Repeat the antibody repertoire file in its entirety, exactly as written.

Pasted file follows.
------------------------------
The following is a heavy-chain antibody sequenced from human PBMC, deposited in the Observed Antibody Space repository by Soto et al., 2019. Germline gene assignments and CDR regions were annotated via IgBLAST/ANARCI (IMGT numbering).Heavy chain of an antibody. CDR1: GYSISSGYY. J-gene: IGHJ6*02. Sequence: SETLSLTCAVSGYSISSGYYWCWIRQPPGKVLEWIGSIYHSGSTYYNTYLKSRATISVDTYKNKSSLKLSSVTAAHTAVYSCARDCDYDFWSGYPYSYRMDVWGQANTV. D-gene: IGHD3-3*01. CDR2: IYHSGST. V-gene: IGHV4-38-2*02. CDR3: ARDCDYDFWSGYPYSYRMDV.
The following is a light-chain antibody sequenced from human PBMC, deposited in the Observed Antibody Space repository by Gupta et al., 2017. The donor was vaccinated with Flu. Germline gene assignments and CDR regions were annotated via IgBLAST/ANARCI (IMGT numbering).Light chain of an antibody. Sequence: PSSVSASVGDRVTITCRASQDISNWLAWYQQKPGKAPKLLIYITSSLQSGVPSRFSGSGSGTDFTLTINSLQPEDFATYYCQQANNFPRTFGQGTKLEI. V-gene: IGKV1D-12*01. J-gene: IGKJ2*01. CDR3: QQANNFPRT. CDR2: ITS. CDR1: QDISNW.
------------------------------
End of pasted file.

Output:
The following is a heavy-chain antibody sequenced from human PBMC, deposited in the Observed Antibody Space repository by Soto et al., 2019. Germline gene assignments and CDR regions were annotated via IgBLAST/ANARCI (IMGT numbering).Heavy chain of an antibody. CDR1: GYSISSGYY. J-gene: IGHJ6*02. Sequence: SETLSLTCAVSGYSISSGYYWCWIRQPPGKVLEWIGSIYHSGSTYYNTYLKSRATISVDTYKNKSSLKLSSVTAAHTAVYSCARDCDYDFWSGYPYSYRMDVWGQANTV. D-gene: IGHD3-3*01. CDR2: IYHSGST. V-gene: IGHV4-38-2*02. CDR3: ARDCDYDFWSGYPYSYRMDV.
The following is a light-chain antibody sequenced from human PBMC, deposited in the Observed Antibody Space repository by Gupta et al., 2017. The donor was vaccinated with Flu. Germline gene assignments and CDR regions were annotated via IgBLAST/ANARCI (IMGT numbering).Light chain of an antibody. Sequence: PSSVSASVGDRVTITCRASQDISNWLAWYQQKPGKAPKLLIYITSSLQSGVPSRFSGSGSGTDFTLTINSLQPEDFATYYCQQANNFPRTFGQGTKLEI. V-gene: IGKV1D-12*01. J-gene: IGKJ2*01. CDR3: QQANNFPRT. CDR2: ITS. CDR1: QDISNW.